Skip to content

Nigeria in fiction and cassava chips

February 27, 2011

Cassava chips

I agree with Mark Twain who said “Travel is fatal to prejudice, bigotry, and narrow-mindedness.”

However a holiday in Nigeria is probably not top of many people’s lists.  It has an image problem; internet scams, violence and corruption.  Undoubtedly some of this bad press is deserved but how do you find the truth about a country without going there?

Reading fiction is my prefered method and Chimamanda Ngozi Adichie has become one of my very favourite authors with her compelling and complex characters, moral questions and the impeccable craftmanship in her writing.  She reveals many sides of Nigerian life in recent times (Purple Hibiscus) and during the Biafran war (Half of a Yellow Sun).  I was lucky enough to hear her speak at the inaugural Emirates Airlines Festival of Literature in 2009.  A voracious reader from childhood, she spoke of how she immersed herself in a world of English boarding schools and countryside adventures as portrayed in books by Enid Blyton, and fantasized about how she would eat potted meat sandwiches and drink ginger beer; two foodstuffs that were completely alien to her.

Cassava chips and African pottery


It’s a similar experience when I try to imagine what sort of food is eaten in Nigeria.  Google doesn’t enlighten me much  when I find a list of common Nigerian foods including ‘garri, egusi, amala, yam, plantain, indomie, pounded yam, banga soup paste, gbegiri, edikaekio and owo’.  It sounds exotic but I’m still clueless, then find a lovely blog called Avartsy Cooking dedicated to Nigerian food with a comprehensive glossary (although one of Yetunde’s most recent posts, plantains and gizzards, will remain untested).

Another work of fiction, Chris Cleave’s The Other Hand, revolves around a violent incident in Nigeria and, to my mind, the country he portrays is very one-dimensional and reinforces the sense of brutality without offering much balance.  Chris Cleave totally disarmed me as an engaging and likeable speaker at the Lit Fest in 2010 but I would have liked the chance to challenge him on this point.


Cassava

At meetings with my bookclub, we try to link the food served to the title we are discussing.  At The Other Hand discussion, our hostess Wasia started the evening by serving cassava chips which we devoured eagerly.  They are slightly softer and sweeter than potato chips (fries) and their slight blandness seems to urge you to eat ‘just one more.’  Cassava is an edible starchy, tuberous root and, amazingly, the third largest source of carbohydrate eaten in the world.  I say amazing as this was the first time my friends and I had ever eaten it.   Nigeria is the world’s biggest producer of cassava where it is known as ege or ugburu.  Did you know that tapioca comes from the cassava root?

A recipe for cassava chips is below (adapted from a mixture of Nigerian and Brazilian recipes I found online).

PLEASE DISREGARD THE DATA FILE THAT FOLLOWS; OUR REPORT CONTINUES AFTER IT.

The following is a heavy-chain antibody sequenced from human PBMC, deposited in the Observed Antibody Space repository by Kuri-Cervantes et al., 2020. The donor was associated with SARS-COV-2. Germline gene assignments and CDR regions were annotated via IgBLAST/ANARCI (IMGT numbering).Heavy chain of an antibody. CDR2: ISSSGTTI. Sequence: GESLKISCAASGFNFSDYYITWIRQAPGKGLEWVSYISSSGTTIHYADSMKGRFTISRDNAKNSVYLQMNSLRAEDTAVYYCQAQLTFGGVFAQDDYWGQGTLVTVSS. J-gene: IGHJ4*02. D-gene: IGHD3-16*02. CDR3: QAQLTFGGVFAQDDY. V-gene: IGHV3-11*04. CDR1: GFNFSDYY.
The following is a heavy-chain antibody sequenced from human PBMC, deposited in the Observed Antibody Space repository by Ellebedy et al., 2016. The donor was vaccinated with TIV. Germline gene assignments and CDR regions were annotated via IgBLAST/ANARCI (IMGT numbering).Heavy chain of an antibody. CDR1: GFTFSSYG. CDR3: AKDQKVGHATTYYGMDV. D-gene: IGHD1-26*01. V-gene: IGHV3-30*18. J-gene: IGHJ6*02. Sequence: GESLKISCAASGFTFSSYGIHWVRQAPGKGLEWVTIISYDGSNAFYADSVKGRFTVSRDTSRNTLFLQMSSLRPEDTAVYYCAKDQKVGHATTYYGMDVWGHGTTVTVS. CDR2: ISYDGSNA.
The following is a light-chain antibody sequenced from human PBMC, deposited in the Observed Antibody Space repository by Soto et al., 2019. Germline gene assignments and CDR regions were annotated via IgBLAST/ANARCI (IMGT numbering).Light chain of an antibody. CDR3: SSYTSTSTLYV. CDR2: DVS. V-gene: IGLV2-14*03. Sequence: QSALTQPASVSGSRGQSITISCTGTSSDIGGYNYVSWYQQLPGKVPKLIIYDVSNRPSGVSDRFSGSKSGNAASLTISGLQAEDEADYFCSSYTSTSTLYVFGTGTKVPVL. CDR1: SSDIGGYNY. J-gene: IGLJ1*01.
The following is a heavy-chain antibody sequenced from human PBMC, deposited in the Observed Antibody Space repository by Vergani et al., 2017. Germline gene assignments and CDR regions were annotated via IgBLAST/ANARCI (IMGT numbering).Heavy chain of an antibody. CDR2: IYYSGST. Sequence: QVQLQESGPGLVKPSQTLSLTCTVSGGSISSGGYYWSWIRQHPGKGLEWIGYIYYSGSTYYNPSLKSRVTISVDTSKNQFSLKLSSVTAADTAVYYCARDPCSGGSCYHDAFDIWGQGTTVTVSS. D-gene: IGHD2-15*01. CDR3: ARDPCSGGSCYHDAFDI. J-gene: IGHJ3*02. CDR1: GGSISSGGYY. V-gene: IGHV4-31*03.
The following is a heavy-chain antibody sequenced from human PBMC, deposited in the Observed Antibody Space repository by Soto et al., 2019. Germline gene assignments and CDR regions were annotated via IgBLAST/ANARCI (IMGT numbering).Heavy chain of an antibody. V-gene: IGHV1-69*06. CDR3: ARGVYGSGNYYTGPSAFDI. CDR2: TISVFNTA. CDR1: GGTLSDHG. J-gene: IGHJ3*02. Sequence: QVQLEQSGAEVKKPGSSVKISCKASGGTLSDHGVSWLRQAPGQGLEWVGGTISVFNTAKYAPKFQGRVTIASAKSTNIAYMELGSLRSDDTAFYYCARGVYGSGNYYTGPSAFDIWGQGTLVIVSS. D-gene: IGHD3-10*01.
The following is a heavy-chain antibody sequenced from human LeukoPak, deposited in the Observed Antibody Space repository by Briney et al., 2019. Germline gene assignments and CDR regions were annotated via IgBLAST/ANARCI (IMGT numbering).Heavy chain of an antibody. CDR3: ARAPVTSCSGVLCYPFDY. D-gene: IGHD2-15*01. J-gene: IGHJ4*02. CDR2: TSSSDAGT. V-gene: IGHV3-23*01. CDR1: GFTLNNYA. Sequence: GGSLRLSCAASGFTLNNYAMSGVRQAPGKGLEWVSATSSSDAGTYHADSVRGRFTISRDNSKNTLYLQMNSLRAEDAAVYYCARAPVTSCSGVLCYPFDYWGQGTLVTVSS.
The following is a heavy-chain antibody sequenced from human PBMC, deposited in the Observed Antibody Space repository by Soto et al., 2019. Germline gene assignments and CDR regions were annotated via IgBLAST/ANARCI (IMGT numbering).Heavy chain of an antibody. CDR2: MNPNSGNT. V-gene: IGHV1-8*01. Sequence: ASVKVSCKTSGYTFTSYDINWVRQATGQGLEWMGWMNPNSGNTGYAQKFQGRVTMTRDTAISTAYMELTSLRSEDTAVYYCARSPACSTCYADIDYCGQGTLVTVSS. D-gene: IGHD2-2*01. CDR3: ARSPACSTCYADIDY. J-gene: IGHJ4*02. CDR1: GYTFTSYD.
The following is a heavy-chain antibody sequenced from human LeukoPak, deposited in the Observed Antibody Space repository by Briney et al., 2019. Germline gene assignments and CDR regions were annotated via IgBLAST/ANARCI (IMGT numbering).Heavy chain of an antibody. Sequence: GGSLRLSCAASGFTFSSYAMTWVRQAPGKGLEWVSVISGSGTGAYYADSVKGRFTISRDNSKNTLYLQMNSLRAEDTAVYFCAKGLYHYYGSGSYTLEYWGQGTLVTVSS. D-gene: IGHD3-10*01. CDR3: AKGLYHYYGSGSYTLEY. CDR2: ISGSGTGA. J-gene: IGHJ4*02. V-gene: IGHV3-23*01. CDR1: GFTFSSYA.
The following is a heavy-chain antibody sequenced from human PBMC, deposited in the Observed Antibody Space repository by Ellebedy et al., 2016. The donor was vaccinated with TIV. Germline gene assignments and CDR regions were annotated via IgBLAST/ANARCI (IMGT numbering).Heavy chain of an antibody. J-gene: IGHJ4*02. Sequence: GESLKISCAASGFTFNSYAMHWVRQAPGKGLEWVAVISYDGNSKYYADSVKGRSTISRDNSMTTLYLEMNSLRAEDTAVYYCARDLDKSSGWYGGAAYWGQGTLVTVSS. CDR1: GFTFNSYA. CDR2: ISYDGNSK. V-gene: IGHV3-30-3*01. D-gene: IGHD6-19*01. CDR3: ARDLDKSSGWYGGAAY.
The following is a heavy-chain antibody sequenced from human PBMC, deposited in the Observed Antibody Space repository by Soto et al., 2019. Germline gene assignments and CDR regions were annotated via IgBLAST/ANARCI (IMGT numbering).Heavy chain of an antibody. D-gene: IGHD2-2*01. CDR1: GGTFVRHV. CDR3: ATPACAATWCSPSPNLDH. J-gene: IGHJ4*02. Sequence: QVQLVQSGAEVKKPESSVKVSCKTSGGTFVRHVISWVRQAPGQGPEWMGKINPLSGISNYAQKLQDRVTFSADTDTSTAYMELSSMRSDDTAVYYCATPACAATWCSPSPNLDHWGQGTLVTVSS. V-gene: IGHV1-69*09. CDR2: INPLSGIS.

Sadly this ‘visit’ to Nigeria is the final stop in Foodalogues’ Culinary Tour around the world.  Joan has taken us to Panama, Alaska, Turkey, Japan, Thailand and Egypt.  Visit Foodalogue for a round-up of other recipes inspired by this virtual visit to Nigeria.  I’ve really enjoyed finding out more about these countries through their ingredients and cuisines seen through different eyes and taking these journeys with you all.

The Lonely Planet guide says of Nigeria, ‘Challenging yet exuberant, this is Africa in the raw – there’s nowhere quite like it on the continent.’ Mark Twain would approve.


Cassava chips

Ingredients

2-3 cassava roots
1 small onion
10 – 12 cloves
vegetable oil for frying
1 teaspoon sea salt
1 teaspoon caster sugar
1/2 teaspoon cinnamon
1/2 teaspoon smoked paprika (optional)

Method

Peel the cassava roots with a vegetable peeler until all the dark brown skin is removed.  Cut into two or three large pieces and place into a pan of water.  Peel the onion and use a cocktail stick to make holes into which you insert the cloves.  Put the onion into the water with the cassava and bring to the boil.  Simmer for about 15 minutes or until the cassava is tender.  Drain and discard the onion.  Gently break the cassava into chunky pieces (discard the rope-like core).  Deep fry at 190 C until crisp and golden.

Drain, place onto kitchen towel to remove excess oil.  Combine the salt, sugar and spices and sprinkle over the hot chips.  If you like tomato ketchup with potato chips you’ll like it with these too.

Variation: After you have par-boiled the cassava and broken it into chips leave to cool for about five minutes.  Drizzle with sunflower oil and sprinkle with a clove or two of crushed garlic, some chilli flakes and salt.  Bake in the oven at 200C until golden.

Which country have you enjoyed visiting most?

Cassava chips

17 Comments leave one →
  1. February 27, 2011 2:14 pm

    Cassava is my all time favourite food that I grew up with in Tanzania (it’s a staple there too). We would go to the beaches on a weekend where locals would deep fry them in front of you in humungous woks, then serve them squahes inside a newspaper and drown them in bonnet pepper sauce and lemon. My mouth is watering!! And Sally, Love that shot of the smokiness. You must submit it to Foodgawker!